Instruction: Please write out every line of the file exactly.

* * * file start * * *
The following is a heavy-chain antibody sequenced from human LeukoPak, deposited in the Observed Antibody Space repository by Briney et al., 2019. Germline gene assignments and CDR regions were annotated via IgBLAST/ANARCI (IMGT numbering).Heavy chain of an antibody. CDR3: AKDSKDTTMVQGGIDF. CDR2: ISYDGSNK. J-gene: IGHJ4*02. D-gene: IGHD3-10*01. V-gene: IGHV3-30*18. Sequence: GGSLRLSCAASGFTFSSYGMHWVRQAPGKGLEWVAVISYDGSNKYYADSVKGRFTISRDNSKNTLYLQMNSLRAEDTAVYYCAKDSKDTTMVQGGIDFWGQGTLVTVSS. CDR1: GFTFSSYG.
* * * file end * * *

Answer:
The following is a heavy-chain antibody sequenced from human LeukoPak, deposited in the Observed Antibody Space repository by Briney et al., 2019. Germline gene assignments and CDR regions were annotated via IgBLAST/ANARCI (IMGT numbering).Heavy chain of an antibody. CDR3: AKDSKDTTMVQGGIDF. CDR2: ISYDGSNK. J-gene: IGHJ4*02. D-gene: IGHD3-10*01. V-gene: IGHV3-30*18. Sequence: GGSLRLSCAASGFTFSSYGMHWVRQAPGKGLEWVAVISYDGSNKYYADSVKGRFTISRDNSKNTLYLQMNSLRAEDTAVYYCAKDSKDTTMVQGGIDFWGQGTLVTVSS. CDR1: GFTFSSYG.